June 11th, 2013 / 2:09 pm
Craft Notes & Film




Suzanne Corkin’s book Permanent Present Tense: The Man with No Memory, and What He Taught the World chronicles the fascinating case of Henry Molaison. Upon receiving a catastrophic lobotomy at the age of 27, Molaison continued his life as an individual incapable of forming new memories. For the remaining 55 years of his life, Molaison was closely studied by Corkin: his unique tragic circumstances constituted him as a one of a kind empirical specimen of anterograde amnesia, the medical term for his inability of forming new memories. Corkin found in him the ideal means to gain a deeper scientific understanding in the field of neuroscience[1].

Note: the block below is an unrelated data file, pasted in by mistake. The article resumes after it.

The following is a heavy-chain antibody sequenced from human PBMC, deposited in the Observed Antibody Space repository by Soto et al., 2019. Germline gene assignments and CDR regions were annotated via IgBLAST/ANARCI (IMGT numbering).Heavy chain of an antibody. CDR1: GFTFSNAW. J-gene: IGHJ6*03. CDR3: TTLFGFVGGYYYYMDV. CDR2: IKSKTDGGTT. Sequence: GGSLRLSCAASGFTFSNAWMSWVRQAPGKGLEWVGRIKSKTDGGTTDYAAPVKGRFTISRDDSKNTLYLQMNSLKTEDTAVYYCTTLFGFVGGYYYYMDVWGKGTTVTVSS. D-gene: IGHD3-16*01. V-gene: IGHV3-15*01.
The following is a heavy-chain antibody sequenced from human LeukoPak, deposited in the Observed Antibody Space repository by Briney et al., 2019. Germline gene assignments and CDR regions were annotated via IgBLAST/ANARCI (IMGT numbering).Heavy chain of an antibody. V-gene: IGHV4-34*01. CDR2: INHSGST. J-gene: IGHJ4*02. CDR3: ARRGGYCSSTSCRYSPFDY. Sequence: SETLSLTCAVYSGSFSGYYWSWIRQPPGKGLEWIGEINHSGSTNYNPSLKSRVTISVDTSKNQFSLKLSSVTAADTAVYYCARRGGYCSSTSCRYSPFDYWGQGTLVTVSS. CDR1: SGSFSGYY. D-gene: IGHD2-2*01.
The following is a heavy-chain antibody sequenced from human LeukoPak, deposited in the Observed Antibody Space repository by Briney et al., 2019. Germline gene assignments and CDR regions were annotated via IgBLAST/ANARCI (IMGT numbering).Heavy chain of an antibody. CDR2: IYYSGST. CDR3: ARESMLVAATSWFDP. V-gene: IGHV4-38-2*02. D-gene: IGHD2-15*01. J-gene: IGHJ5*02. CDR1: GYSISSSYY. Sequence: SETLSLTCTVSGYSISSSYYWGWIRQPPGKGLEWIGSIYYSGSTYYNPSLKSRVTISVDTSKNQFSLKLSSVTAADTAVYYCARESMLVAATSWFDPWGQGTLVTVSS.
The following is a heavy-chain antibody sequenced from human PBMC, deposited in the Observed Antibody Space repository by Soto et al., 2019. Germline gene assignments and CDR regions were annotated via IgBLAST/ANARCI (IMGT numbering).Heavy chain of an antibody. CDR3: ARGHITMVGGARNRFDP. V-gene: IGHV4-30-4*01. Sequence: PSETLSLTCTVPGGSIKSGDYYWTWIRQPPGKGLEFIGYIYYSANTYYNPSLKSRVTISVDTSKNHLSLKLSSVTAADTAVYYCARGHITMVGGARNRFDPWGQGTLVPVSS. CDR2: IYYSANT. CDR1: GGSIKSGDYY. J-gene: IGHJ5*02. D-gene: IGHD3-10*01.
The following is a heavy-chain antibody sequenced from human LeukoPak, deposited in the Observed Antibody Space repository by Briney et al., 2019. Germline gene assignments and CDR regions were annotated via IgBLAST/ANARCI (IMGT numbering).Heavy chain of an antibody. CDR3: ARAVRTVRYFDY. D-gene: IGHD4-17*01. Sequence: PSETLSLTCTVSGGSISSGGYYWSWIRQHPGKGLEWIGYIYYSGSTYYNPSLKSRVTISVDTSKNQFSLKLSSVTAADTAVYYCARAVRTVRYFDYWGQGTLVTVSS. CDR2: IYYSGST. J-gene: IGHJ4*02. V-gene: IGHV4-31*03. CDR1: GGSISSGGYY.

Unlike the Drew Barrymore character in 50 First Dates, Molaison spent his amnesic reality in the company of a meticulous observer and not the romantic goofiness of Adam Sandler. The focus of Corkin’s book is the scientific exploration of how new memories are cerebrally processed. Corkin observed the short-span consciousness of Molaison’s new memories along with the variation of the feelings and thoughts he exhibited, as everyday provided a new opportunity to reassess her specimen all over, evaluate and reevaluate the pertinent data. Despite the repetitive occurrence of the same questions within his short-span of memory, Molaison’s responses were sometimes indicative of the formation of new memories. This analysis served as a catalyst for a new neuroscientific theory: contrary to previous popular belief that memories “were indelible snapshots of sense experience, stored in chronological sequence like the frames of a celluloid film,”  memories are actually located in more than one location in our brains.